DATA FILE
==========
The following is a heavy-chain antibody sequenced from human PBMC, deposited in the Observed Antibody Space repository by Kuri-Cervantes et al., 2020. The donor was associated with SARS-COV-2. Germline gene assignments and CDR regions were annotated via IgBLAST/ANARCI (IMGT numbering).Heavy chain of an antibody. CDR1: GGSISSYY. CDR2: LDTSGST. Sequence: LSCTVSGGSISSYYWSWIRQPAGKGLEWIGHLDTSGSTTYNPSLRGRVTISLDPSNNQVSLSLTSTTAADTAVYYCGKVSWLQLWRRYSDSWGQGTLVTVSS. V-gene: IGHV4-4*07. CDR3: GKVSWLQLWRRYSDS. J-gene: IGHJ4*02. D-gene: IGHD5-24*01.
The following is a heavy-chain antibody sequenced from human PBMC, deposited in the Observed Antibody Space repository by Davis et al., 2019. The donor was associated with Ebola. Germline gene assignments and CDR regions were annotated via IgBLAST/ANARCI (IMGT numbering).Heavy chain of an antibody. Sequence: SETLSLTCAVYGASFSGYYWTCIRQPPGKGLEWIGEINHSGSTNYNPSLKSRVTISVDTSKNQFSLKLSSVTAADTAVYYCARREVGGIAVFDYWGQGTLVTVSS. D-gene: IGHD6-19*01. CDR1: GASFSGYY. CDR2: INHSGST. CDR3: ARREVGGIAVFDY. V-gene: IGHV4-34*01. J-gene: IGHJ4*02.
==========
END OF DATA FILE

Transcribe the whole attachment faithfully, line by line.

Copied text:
The following is a heavy-chain antibody sequenced from human PBMC, deposited in the Observed Antibody Space repository by Kuri-Cervantes et al., 2020. The donor was associated with SARS-COV-2. Germline gene assignments and CDR regions were annotated via IgBLAST/ANARCI (IMGT numbering).Heavy chain of an antibody. CDR1: GGSISSYY. CDR2: LDTSGST. Sequence: LSCTVSGGSISSYYWSWIRQPAGKGLEWIGHLDTSGSTTYNPSLRGRVTISLDPSNNQVSLSLTSTTAADTAVYYCGKVSWLQLWRRYSDSWGQGTLVTVSS. V-gene: IGHV4-4*07. CDR3: GKVSWLQLWRRYSDS. J-gene: IGHJ4*02. D-gene: IGHD5-24*01.
The following is a heavy-chain antibody sequenced from human PBMC, deposited in the Observed Antibody Space repository by Davis et al., 2019. The donor was associated with Ebola. Germline gene assignments and CDR regions were annotated via IgBLAST/ANARCI (IMGT numbering).Heavy chain of an antibody. Sequence: SETLSLTCAVYGASFSGYYWTCIRQPPGKGLEWIGEINHSGSTNYNPSLKSRVTISVDTSKNQFSLKLSSVTAADTAVYYCARREVGGIAVFDYWGQGTLVTVSS. D-gene: IGHD6-19*01. CDR1: GASFSGYY. CDR2: INHSGST. CDR3: ARREVGGIAVFDY. V-gene: IGHV4-34*01. J-gene: IGHJ4*02.